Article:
If you're looking for a primer on the tensions between the state of Israel and the refugee families it displaced, Little Town of Bethlehem (EthnoGraphic Media) won't do the job. But if you want to glimpse the conflict's human face and the way it affects both those who live under occupation and the soldiers who serve as enforcers, by all means, watch this movie.
The film follows the intertwined stories of three peace activists: Palestinian Christian Sami Awad, Palestinian Muslim Ahmad Al-Azzeh, and Israeli Defense Force helicopter pilot Yonatan Shapira. All three have moved from fear and bitterness to confidence that nonviolent action will lead to a just peace. The storytelling is nonlinear and impressionistic as the film explores these intersecting lives through interviews, reenactments, archival footage, and animation.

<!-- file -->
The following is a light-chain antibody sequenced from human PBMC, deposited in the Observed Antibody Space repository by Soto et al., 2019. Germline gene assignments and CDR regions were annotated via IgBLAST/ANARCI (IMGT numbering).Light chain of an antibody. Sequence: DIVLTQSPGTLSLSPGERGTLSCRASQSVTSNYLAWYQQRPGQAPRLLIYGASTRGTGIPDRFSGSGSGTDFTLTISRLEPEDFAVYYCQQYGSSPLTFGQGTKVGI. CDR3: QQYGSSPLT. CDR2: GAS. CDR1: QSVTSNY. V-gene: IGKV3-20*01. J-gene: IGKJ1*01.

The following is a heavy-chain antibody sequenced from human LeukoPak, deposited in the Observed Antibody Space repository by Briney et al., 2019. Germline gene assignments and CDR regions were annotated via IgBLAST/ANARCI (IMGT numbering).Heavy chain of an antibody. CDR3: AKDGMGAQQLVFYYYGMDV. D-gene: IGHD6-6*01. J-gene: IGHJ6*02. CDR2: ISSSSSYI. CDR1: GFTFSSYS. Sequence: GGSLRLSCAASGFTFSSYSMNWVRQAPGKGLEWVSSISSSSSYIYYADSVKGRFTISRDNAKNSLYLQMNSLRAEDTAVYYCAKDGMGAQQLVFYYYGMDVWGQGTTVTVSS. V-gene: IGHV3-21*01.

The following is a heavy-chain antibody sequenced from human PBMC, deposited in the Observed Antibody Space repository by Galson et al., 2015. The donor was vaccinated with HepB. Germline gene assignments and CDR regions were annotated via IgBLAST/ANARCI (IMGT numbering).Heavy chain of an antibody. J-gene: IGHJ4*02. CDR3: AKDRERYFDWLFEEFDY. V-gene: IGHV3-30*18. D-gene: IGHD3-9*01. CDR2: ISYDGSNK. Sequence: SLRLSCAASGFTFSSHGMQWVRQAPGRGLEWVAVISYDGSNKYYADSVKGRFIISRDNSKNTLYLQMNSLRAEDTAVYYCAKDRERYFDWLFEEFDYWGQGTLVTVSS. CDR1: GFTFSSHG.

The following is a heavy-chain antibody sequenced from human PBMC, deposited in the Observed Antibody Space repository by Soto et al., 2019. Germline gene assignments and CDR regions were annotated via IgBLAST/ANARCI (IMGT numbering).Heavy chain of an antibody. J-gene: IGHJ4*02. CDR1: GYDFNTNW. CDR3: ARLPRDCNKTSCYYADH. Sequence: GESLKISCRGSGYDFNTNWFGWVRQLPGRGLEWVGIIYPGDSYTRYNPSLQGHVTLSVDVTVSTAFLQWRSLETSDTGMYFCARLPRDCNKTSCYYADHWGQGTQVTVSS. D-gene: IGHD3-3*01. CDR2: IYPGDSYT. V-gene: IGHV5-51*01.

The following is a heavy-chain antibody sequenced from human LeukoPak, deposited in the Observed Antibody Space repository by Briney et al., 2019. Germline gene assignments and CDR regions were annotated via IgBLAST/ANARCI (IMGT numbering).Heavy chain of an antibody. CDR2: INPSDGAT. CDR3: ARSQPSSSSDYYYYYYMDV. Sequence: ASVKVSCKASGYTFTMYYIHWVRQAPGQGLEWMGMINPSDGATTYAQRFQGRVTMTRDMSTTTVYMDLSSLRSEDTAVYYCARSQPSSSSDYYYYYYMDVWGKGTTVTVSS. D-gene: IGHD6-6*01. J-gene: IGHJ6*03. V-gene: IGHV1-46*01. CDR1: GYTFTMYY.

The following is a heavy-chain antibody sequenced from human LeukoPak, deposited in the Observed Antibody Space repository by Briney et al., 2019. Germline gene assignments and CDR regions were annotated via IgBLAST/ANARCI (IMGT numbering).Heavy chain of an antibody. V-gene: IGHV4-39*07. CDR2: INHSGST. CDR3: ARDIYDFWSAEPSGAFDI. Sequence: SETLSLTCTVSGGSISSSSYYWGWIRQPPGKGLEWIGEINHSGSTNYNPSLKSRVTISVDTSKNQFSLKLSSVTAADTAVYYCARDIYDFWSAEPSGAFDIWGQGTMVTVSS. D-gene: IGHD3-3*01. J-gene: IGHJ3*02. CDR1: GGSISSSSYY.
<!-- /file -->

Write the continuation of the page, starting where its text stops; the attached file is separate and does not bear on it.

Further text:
Little Town of Bethlehem was produced by Mart Green and written and directed by Jim Hanon, who previously collaborated on End of the Spear and Miss HIV. The production values and artistic sensibilities are remarkably strong for a documentary about one of the most neuralgic situations on the globe. This makes a painful story a pleasure to watch.1